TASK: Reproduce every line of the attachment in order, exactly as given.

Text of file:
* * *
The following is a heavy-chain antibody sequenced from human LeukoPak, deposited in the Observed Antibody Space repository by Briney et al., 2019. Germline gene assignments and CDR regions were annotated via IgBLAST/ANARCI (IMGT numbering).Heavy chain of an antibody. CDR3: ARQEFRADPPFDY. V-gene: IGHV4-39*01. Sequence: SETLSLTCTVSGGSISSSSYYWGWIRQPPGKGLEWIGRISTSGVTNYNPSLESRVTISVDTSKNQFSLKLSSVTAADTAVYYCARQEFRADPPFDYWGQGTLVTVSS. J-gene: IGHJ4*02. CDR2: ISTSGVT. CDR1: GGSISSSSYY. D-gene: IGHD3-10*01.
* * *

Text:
The following is a heavy-chain antibody sequenced from human LeukoPak, deposited in the Observed Antibody Space repository by Briney et al., 2019. Germline gene assignments and CDR regions were annotated via IgBLAST/ANARCI (IMGT numbering).Heavy chain of an antibody. CDR3: ARQEFRADPPFDY. V-gene: IGHV4-39*01. Sequence: SETLSLTCTVSGGSISSSSYYWGWIRQPPGKGLEWIGRISTSGVTNYNPSLESRVTISVDTSKNQFSLKLSSVTAADTAVYYCARQEFRADPPFDYWGQGTLVTVSS. J-gene: IGHJ4*02. CDR2: ISTSGVT. CDR1: GGSISSSSYY. D-gene: IGHD3-10*01.